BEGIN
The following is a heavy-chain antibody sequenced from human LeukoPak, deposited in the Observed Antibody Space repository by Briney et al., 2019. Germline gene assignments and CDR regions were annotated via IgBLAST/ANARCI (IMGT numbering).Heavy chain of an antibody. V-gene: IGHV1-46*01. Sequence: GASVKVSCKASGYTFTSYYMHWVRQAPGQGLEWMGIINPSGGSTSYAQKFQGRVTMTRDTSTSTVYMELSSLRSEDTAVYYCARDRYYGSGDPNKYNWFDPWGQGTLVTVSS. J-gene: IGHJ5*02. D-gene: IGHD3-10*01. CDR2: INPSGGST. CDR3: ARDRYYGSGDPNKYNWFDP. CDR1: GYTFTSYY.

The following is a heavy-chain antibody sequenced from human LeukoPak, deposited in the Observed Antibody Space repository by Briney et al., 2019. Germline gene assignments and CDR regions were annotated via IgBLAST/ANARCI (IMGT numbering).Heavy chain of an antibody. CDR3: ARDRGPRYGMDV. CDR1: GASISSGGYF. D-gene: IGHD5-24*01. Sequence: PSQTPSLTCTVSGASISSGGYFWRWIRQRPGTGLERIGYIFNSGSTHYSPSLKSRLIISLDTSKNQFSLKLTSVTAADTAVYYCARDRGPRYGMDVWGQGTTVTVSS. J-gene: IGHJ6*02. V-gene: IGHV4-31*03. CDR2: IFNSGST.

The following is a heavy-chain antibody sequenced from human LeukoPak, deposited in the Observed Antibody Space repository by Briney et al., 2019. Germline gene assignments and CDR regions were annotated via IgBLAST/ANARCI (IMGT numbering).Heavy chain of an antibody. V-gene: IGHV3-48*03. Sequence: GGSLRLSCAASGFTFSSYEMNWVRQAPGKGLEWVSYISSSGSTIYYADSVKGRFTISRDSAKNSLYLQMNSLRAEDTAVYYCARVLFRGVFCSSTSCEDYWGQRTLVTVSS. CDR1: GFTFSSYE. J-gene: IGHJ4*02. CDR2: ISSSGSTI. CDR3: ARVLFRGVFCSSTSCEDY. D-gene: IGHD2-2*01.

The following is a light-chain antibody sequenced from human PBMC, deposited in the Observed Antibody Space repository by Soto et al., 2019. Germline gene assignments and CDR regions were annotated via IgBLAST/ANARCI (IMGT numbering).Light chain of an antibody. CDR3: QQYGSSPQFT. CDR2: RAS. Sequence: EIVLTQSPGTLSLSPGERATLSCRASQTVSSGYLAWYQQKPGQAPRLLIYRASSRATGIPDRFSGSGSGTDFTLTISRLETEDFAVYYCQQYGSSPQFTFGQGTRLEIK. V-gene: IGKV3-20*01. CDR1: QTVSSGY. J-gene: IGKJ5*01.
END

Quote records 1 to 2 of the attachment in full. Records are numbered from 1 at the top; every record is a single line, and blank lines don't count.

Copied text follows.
The following is a heavy-chain antibody sequenced from human LeukoPak, deposited in the Observed Antibody Space repository by Briney et al., 2019. Germline gene assignments and CDR regions were annotated via IgBLAST/ANARCI (IMGT numbering).Heavy chain of an antibody. V-gene: IGHV1-46*01. Sequence: GASVKVSCKASGYTFTSYYMHWVRQAPGQGLEWMGIINPSGGSTSYAQKFQGRVTMTRDTSTSTVYMELSSLRSEDTAVYYCARDRYYGSGDPNKYNWFDPWGQGTLVTVSS. J-gene: IGHJ5*02. D-gene: IGHD3-10*01. CDR2: INPSGGST. CDR3: ARDRYYGSGDPNKYNWFDP. CDR1: GYTFTSYY.

The following is a heavy-chain antibody sequenced from human LeukoPak, deposited in the Observed Antibody Space repository by Briney et al., 2019. Germline gene assignments and CDR regions were annotated via IgBLAST/ANARCI (IMGT numbering).Heavy chain of an antibody. CDR3: ARDRGPRYGMDV. CDR1: GASISSGGYF. D-gene: IGHD5-24*01. Sequence: PSQTPSLTCTVSGASISSGGYFWRWIRQRPGTGLERIGYIFNSGSTHYSPSLKSRLIISLDTSKNQFSLKLTSVTAADTAVYYCARDRGPRYGMDVWGQGTTVTVSS. J-gene: IGHJ6*02. V-gene: IGHV4-31*03. CDR2: IFNSGST.